// It's good practice to make this a separate method; you can then
// do handy stuff like generate your OpenAPI document without having
// to start a web server. Take a look at our example app for more
// information.
async function buildOpenapiDocument(app: INestApplication) {
  return OpenapiModule.createDocument(
      // You can pass `console` here if you're lame, but you
      // should be using Bunyan. Check out `@eropple/nestjs-bunyan`!
      baseLogger: openapiLogger,
    (b) => {
      b.addTitle(`${APPLICATION_NAME} API`);
        url: API_URL,
      b.addSecurityScheme('token', {
        name: 'Authorization',
        type: 'apiKey',
        in: 'header',

async function configureApp(app: INestApplication) {
  // Wherever you set up CORS, helmet, etc. - just do this

  await OpenapiModule.attach(
      baseLogger: openapiLogger,
      document: await buildOpenapiDocument(app),

You can now see your API document at /openapi.json and your Swagger UI at /api-docs.

Decorators, Decorators, and More Decorators

This package provides a number of decorators and it's probably best to look at Ed's skeleton project to get a works-in-anger example of the full API.

One thing I've found to be very useful is to import decorators under a namespace in order to make it clearer when decorators that aren't from NestJS are being used. My standard approach, then, is to import the entire package:

import * as OAS from '@eropple/nestjs-openapi3';

Parent- and Endpoint-Level Decorators

Some decorators can be applied to controllers (and all endpoints within that controller) and modules (and all endpoints within all controllers). These include:

  • @OAS.Tags() - tags operations in the document (often used to more richly define clients)
  • @OAS.Deprecated() - marks as deprecated
  • @OAS.Ignore() - skips OpenAPI handling
  • @OAS.Parameter() - defines a parameter that's used outside of the handler. For example, in Ed's skeleton project, it's used to provide tenantName in a way that can be passed to @eropple/nestjs-auth to determine tenancy, from which a user can be found.
  • @OAS.SecurityScheme() - adds a security scheme, with scopes for OAuth2 or OIDC schemes

Endpoint-Level Decorators

In addition to the above, some decorators apply explicitly to the endpoint handler.

  • @OAS.Get(), @OAS.Post(), @OAS.Put(), etc. - replaces NestJS's http method decorators (such as @Get()) with decorators that accept OpenAPI operator details.
  • @OAS.Operation() - the "break glass in case of" option. If you want to write a literal operation for inclusion in your OpenAPI document, use this one. You'll need to use a NestJS HTTP method decorator, such as @Get(), to make sure that NestJS can route requests.

Argument-Level Decorators

These decorators only apply to the arguments in an endpoint hander function.

  • @OAS.Body() - wraps NestJS's @Body() and accepts schemas for request bodies.
  • @OAS.Path() - wraps NestJS's @Param(). The name change is intentional to match up with the in field of an OpenAPI parameter object.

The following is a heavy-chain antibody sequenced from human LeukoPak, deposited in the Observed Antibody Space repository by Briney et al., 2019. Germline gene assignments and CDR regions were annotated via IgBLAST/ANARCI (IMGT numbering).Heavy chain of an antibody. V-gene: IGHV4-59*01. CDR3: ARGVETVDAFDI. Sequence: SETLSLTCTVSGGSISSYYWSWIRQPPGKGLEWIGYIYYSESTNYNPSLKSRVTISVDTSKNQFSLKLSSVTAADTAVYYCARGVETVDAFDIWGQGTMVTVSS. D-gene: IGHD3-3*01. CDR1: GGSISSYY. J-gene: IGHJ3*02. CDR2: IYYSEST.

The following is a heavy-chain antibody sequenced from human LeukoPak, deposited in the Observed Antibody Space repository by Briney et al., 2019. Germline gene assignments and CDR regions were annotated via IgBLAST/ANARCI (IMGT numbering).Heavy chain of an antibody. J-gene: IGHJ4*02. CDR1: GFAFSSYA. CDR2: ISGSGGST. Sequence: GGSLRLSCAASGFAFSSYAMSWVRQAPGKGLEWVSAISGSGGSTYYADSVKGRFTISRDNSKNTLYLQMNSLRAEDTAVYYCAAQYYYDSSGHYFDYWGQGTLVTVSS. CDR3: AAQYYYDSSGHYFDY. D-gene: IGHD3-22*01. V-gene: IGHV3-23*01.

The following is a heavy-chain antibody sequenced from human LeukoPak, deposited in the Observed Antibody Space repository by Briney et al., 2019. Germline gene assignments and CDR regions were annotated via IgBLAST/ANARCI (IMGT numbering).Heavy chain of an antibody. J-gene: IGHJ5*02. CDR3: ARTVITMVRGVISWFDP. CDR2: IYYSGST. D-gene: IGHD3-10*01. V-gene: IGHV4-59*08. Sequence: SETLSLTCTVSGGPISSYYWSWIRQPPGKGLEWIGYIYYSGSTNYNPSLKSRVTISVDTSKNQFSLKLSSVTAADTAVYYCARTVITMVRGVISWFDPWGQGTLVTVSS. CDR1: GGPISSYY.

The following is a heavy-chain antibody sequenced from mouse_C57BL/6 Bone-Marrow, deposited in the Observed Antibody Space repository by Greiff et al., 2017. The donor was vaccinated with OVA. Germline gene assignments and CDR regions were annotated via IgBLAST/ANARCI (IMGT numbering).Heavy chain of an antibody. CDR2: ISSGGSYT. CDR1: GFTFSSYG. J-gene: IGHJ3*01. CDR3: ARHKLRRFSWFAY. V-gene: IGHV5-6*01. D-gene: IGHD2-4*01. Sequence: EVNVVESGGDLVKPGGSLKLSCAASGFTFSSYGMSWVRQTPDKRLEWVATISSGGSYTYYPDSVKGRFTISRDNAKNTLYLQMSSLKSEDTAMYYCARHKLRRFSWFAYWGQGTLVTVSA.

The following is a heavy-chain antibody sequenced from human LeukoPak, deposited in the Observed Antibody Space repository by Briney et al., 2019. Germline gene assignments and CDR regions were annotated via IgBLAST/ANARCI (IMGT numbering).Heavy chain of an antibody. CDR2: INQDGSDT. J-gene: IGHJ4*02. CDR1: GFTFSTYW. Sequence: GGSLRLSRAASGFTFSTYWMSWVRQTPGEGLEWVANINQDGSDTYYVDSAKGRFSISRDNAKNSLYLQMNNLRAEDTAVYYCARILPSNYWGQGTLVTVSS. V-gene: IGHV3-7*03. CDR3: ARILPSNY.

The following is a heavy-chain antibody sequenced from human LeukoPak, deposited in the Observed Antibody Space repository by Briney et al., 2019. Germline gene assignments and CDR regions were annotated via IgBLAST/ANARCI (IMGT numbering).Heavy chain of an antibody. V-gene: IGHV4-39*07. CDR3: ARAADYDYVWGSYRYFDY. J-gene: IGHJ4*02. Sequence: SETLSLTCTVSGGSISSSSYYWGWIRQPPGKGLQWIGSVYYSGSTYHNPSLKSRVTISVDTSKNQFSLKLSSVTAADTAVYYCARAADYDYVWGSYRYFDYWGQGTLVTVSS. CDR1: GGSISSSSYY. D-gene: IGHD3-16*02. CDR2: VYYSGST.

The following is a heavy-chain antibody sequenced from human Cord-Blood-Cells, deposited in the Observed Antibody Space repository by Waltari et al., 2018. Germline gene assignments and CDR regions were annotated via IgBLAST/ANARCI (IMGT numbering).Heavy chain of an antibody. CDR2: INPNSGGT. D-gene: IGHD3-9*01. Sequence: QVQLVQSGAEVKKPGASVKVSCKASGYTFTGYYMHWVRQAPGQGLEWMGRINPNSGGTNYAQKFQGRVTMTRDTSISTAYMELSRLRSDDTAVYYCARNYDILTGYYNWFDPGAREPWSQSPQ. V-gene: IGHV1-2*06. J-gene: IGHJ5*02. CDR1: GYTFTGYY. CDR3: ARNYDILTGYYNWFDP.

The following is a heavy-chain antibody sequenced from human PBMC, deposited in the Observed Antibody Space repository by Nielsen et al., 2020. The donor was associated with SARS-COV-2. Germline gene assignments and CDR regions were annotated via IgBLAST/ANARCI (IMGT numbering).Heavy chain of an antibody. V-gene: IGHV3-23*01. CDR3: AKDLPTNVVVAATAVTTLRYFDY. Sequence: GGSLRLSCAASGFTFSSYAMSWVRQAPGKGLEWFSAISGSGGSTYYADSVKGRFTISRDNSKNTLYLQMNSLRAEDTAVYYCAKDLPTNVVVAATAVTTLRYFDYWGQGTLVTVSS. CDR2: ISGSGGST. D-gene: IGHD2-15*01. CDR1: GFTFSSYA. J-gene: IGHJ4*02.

• @OAS.Header() - wraps NestJS's @Headers(), only supporting a single selected header.
  • @OAS.Query() - wraps NestJS's @Query().

SchemaLike: "Do What I Mean" Schema Objects

Most of this library doesn't rely directly on the O3TS.SchemaObject fetched out of our dependency, openapi3-ts. Instead, we rely on the concept of a SchemaLike, which is defined as thus:

export type SchemaLikeSchemaObject =
  & O3TS.SchemaObject
  & {
    allOf: Array<O3TS.SchemaObject | O3TS.ReferenceObject | Ctor | SchemaLikeSchemaObject>;
    anyOf: Array<O3TS.SchemaObject | O3TS.ReferenceObject | Ctor | SchemaLikeSchemaObject>;
    oneOf: Array<O3TS.SchemaObject | O3TS.ReferenceObject | Ctor | SchemaLikeSchemaObject>;

    items: O3TS.SchemaObject | O3TS.ReferenceObject | Ctor | SchemaLikeSchemaObject;

export type SchemaLike =
  SchemaLikeSchemaObject | O3TS.SchemaObject | O3TS.ReferenceObject | Ctor |
  [SchemaLikeSchemaObject | O3TS.SchemaObject | O3TS.ReferenceObject | Ctor];

Anywhere you would normally write a Schema Object, you can pass any of the above:

  • A schema object ({ type: 'string' }, etc.) -- but there's a twist: any of allOf, anyOf, or oneOf can be a SchemaLike.
  • A reference object to a schema declared elsewhere in the API or explicitly against the OpenApiBuilder class during the attachment of the module.
  • A 1-tuple array with any of the above, which will yield { type: 'array', items: YourSubSchemaHere }.
  • A constructor for a class decorated with @OAS.Model(), which will yield as a schema entered into #/components/schemas and used as a reference ({ $ref: '#/components/schemas/YourClassName' }).

Fetching the OpenAPI Document

The OpenAPI specification strongly suggests that the OpenAPI JSON document should be served at /openapi.json. We follow that suggestion.

Your API docs are served at /api-docs. It's configurable between rapidoc and swagger (the default, though it will stop being the default in or before version 1.0.0).